And it probably wouldn't save money either.

That's another thing Osborne believes -- that eliminating the summer recruiting period would save schools money. He bases some of this on the idea that college coaches would no longer have to pay admittedly ridiculous fees to attend summer events, but those fees are just minor expenses in a basketball budget. Osborne also claims eliminating the summer recruiting period would prevent college coaches from subscribing to bogus recruiting services run by summer coaches, but, as I've already pointed out, the summer coaches are going to be involved regardless of whether the summer recruiting period exists. Consequently, bogus services will continue in some form even with the NCAA trying its best to crack down on them.

Which brings me to the actual travel.

Flights and hotels and rental cars and expensed meals.

No question, schools -- particularly the high-majors -- spend lots of money in July on all that stuff. But ... "flying to a big summer event and seeing 100 kids is a cheaper alternative for us than driving to Philadelphia for one day to see one kid," said UMass coach Derek Kellogg. "And for a new coach who takes over a program and has to sign five or six or seven players in that first year, the summer recruiting period is paramount. Without it, I don't know how a new coach builds a program."

Me neither.

Think about it: If a new coach gets hired in April and loses the bulk of the recruiting class the previous staff signed (which is common these days), his first real recruiting class will essentially be a makeup class featuring five or six or seven prospects. Signing day for that class would come in November, seven months after the coach was hired. So to eliminate the summer recruiting period would be to ask a new coach to sign five, six or seven prospects without the benefit of a true evaluation period during which legitimate prospects regularly compete against other legitimate prospects because, perhaps Osborne forgot, high school basketball isn't played between April and November.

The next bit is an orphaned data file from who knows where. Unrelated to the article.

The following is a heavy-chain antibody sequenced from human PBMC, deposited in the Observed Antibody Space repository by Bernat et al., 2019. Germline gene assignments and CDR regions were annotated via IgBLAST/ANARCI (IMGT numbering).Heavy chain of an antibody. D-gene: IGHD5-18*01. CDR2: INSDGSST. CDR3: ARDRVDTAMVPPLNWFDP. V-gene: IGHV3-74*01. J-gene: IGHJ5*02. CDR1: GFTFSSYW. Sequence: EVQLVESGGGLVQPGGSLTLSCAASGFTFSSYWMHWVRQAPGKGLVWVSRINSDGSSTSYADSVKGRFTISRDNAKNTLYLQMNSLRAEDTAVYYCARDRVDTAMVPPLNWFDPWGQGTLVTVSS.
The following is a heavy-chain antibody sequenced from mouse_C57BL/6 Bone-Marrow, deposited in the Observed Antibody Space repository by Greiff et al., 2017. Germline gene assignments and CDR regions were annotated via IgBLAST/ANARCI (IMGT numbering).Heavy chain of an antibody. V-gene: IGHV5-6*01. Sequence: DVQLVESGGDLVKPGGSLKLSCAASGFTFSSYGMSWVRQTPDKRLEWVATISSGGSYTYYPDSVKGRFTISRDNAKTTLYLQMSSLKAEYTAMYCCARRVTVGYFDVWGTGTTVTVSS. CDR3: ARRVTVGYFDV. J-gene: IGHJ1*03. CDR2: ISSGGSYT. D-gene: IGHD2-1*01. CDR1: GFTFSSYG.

Maybe you could do it if you coached at UCLA.

Or St. John's.

Or Memphis.

Or Georgetown.

Or some other school in a metropolitan area filled with prospects. But what do you do if you're the coach at Iowa State or Mississippi State or Kansas State? What do you do if you're not surrounded by prospects? The lack of a summer recruiting period would make it impossible to see groups of prospects at the same time, and your relatively rural location would make it difficult to evaluate during the high school season because it's not like you can just jump in a car and see kids after practice like Ben Howland can do at UCLA. More likely, you would have to take a flight. And who wants to fly across the country during the season to see one kid you may or may not ultimately sign when you could take a flight during the offseason, sit in one gym and see 150 prospects in a 48-hour period?

Answer: Nobody.

Which is just another reason why eliminating the summer recruiting period would do more harm than good. Clearly, Tom Osborne is a smart and accomplished man who has had many great ideas in his life, but this isn't one of them. I admire his desire to clean up college basketball, and I wish more athletic directors took an active role in trying to do it. But the odds of cleaning up college basketball by eliminating the summer recruiting period are lower than Osborne's odds ever were of saving Lawrence Phillips, and we all know how that story ended.

Gary Parrish is a senior college basketball columnist for and frequent contributor to the CBS Sports Network. The Mississippi native also hosts the highest-rated sports talk radio show -- The Gary Parrish Show -- in the history of Memphis. He lives in that area with his wife, two children and a dog.